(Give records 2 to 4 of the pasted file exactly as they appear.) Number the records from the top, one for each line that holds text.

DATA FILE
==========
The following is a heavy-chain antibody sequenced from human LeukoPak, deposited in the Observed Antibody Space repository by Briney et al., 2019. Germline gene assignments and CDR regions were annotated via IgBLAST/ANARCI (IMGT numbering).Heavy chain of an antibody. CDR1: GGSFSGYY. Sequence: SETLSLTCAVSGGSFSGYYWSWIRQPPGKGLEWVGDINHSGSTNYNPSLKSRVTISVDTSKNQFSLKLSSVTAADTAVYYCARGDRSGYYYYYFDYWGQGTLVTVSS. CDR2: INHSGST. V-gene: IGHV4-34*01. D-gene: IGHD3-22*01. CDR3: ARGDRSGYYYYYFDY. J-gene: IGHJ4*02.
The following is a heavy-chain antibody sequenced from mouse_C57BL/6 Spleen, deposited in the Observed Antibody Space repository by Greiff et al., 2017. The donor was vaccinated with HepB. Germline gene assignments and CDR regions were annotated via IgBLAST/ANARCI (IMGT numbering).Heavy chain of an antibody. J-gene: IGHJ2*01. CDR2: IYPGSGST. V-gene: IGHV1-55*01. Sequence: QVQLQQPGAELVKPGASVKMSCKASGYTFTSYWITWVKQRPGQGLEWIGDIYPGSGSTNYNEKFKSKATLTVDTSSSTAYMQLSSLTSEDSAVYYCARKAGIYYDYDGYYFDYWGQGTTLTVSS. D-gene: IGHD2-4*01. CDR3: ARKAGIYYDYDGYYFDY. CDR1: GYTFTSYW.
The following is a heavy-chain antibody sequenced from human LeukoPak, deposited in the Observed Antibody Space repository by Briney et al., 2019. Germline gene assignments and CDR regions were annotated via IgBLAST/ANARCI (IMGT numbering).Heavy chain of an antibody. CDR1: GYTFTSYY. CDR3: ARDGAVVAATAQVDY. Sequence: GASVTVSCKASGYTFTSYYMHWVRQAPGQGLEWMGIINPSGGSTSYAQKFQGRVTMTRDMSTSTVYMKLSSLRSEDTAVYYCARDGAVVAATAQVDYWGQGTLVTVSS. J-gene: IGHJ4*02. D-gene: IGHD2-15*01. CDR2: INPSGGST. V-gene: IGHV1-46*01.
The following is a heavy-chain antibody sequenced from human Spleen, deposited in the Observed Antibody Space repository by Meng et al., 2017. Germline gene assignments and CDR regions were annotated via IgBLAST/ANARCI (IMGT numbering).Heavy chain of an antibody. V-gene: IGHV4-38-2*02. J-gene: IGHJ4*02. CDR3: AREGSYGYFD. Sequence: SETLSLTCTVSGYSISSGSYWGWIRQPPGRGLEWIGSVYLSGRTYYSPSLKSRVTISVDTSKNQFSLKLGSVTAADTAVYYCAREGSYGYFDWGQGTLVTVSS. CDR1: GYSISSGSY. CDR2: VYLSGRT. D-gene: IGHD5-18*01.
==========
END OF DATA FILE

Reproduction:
The following is a heavy-chain antibody sequenced from mouse_C57BL/6 Spleen, deposited in the Observed Antibody Space repository by Greiff et al., 2017. The donor was vaccinated with HepB. Germline gene assignments and CDR regions were annotated via IgBLAST/ANARCI (IMGT numbering).Heavy chain of an antibody. J-gene: IGHJ2*01. CDR2: IYPGSGST. V-gene: IGHV1-55*01. Sequence: QVQLQQPGAELVKPGASVKMSCKASGYTFTSYWITWVKQRPGQGLEWIGDIYPGSGSTNYNEKFKSKATLTVDTSSSTAYMQLSSLTSEDSAVYYCARKAGIYYDYDGYYFDYWGQGTTLTVSS. D-gene: IGHD2-4*01. CDR3: ARKAGIYYDYDGYYFDY. CDR1: GYTFTSYW.
The following is a heavy-chain antibody sequenced from human LeukoPak, deposited in the Observed Antibody Space repository by Briney et al., 2019. Germline gene assignments and CDR regions were annotated via IgBLAST/ANARCI (IMGT numbering).Heavy chain of an antibody. CDR1: GYTFTSYY. CDR3: ARDGAVVAATAQVDY. Sequence: GASVTVSCKASGYTFTSYYMHWVRQAPGQGLEWMGIINPSGGSTSYAQKFQGRVTMTRDMSTSTVYMKLSSLRSEDTAVYYCARDGAVVAATAQVDYWGQGTLVTVSS. J-gene: IGHJ4*02. D-gene: IGHD2-15*01. CDR2: INPSGGST. V-gene: IGHV1-46*01.
The following is a heavy-chain antibody sequenced from human Spleen, deposited in the Observed Antibody Space repository by Meng et al., 2017. Germline gene assignments and CDR regions were annotated via IgBLAST/ANARCI (IMGT numbering).Heavy chain of an antibody. V-gene: IGHV4-38-2*02. J-gene: IGHJ4*02. CDR3: AREGSYGYFD. Sequence: SETLSLTCTVSGYSISSGSYWGWIRQPPGRGLEWIGSVYLSGRTYYSPSLKSRVTISVDTSKNQFSLKLGSVTAADTAVYYCAREGSYGYFDWGQGTLVTVSS. CDR1: GYSISSGSY. CDR2: VYLSGRT. D-gene: IGHD5-18*01.